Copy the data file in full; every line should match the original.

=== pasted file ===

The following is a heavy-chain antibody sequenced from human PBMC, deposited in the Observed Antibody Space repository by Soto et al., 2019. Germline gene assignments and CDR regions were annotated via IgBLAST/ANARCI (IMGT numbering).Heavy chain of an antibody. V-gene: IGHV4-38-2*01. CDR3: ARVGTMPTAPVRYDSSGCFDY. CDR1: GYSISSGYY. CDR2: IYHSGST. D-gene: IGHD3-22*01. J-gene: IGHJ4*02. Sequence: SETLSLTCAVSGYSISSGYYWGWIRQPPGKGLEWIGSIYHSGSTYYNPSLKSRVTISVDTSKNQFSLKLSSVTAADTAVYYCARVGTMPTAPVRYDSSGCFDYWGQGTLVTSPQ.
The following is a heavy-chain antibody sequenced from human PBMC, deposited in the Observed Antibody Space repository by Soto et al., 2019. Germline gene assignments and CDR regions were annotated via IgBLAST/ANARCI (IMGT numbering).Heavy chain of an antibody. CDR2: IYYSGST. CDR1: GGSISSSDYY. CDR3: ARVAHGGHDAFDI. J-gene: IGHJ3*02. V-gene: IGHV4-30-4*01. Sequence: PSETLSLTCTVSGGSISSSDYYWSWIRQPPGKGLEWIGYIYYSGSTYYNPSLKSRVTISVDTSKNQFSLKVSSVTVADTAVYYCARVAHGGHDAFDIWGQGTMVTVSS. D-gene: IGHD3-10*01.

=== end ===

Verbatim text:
The following is a heavy-chain antibody sequenced from human PBMC, deposited in the Observed Antibody Space repository by Soto et al., 2019. Germline gene assignments and CDR regions were annotated via IgBLAST/ANARCI (IMGT numbering).Heavy chain of an antibody. V-gene: IGHV4-38-2*01. CDR3: ARVGTMPTAPVRYDSSGCFDY. CDR1: GYSISSGYY. CDR2: IYHSGST. D-gene: IGHD3-22*01. J-gene: IGHJ4*02. Sequence: SETLSLTCAVSGYSISSGYYWGWIRQPPGKGLEWIGSIYHSGSTYYNPSLKSRVTISVDTSKNQFSLKLSSVTAADTAVYYCARVGTMPTAPVRYDSSGCFDYWGQGTLVTSPQ.
The following is a heavy-chain antibody sequenced from human PBMC, deposited in the Observed Antibody Space repository by Soto et al., 2019. Germline gene assignments and CDR regions were annotated via IgBLAST/ANARCI (IMGT numbering).Heavy chain of an antibody. CDR2: IYYSGST. CDR1: GGSISSSDYY. CDR3: ARVAHGGHDAFDI. J-gene: IGHJ3*02. V-gene: IGHV4-30-4*01. Sequence: PSETLSLTCTVSGGSISSSDYYWSWIRQPPGKGLEWIGYIYYSGSTYYNPSLKSRVTISVDTSKNQFSLKVSSVTVADTAVYYCARVAHGGHDAFDIWGQGTMVTVSS. D-gene: IGHD3-10*01.